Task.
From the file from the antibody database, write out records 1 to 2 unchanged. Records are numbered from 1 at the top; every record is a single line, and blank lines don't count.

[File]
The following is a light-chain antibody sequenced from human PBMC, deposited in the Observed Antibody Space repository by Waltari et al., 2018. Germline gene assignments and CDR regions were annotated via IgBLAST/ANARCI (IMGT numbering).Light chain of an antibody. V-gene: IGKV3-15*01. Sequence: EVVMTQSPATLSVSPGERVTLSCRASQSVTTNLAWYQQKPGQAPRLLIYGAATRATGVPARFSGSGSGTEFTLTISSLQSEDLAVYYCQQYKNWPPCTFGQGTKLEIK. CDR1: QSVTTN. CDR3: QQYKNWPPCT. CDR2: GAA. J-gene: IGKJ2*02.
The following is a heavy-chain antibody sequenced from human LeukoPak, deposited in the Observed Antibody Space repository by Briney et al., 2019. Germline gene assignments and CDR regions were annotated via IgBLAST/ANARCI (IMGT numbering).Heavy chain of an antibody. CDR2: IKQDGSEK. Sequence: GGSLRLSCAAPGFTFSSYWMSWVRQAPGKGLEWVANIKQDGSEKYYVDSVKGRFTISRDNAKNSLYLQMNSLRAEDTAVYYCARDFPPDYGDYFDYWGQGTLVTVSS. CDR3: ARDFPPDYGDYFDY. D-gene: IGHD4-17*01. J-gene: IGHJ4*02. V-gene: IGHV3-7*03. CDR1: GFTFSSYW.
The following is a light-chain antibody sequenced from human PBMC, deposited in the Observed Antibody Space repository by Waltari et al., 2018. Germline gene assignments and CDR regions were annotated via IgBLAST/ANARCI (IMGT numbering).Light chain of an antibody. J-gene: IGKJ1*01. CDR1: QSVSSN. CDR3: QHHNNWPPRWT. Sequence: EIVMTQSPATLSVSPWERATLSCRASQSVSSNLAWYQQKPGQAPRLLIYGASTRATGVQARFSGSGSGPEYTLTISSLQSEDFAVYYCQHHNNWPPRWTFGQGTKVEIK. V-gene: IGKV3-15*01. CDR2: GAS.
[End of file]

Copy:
The following is a light-chain antibody sequenced from human PBMC, deposited in the Observed Antibody Space repository by Waltari et al., 2018. Germline gene assignments and CDR regions were annotated via IgBLAST/ANARCI (IMGT numbering).Light chain of an antibody. V-gene: IGKV3-15*01. Sequence: EVVMTQSPATLSVSPGERVTLSCRASQSVTTNLAWYQQKPGQAPRLLIYGAATRATGVPARFSGSGSGTEFTLTISSLQSEDLAVYYCQQYKNWPPCTFGQGTKLEIK. CDR1: QSVTTN. CDR3: QQYKNWPPCT. CDR2: GAA. J-gene: IGKJ2*02.
The following is a heavy-chain antibody sequenced from human LeukoPak, deposited in the Observed Antibody Space repository by Briney et al., 2019. Germline gene assignments and CDR regions were annotated via IgBLAST/ANARCI (IMGT numbering).Heavy chain of an antibody. CDR2: IKQDGSEK. Sequence: GGSLRLSCAAPGFTFSSYWMSWVRQAPGKGLEWVANIKQDGSEKYYVDSVKGRFTISRDNAKNSLYLQMNSLRAEDTAVYYCARDFPPDYGDYFDYWGQGTLVTVSS. CDR3: ARDFPPDYGDYFDY. D-gene: IGHD4-17*01. J-gene: IGHJ4*02. V-gene: IGHV3-7*03. CDR1: GFTFSSYW.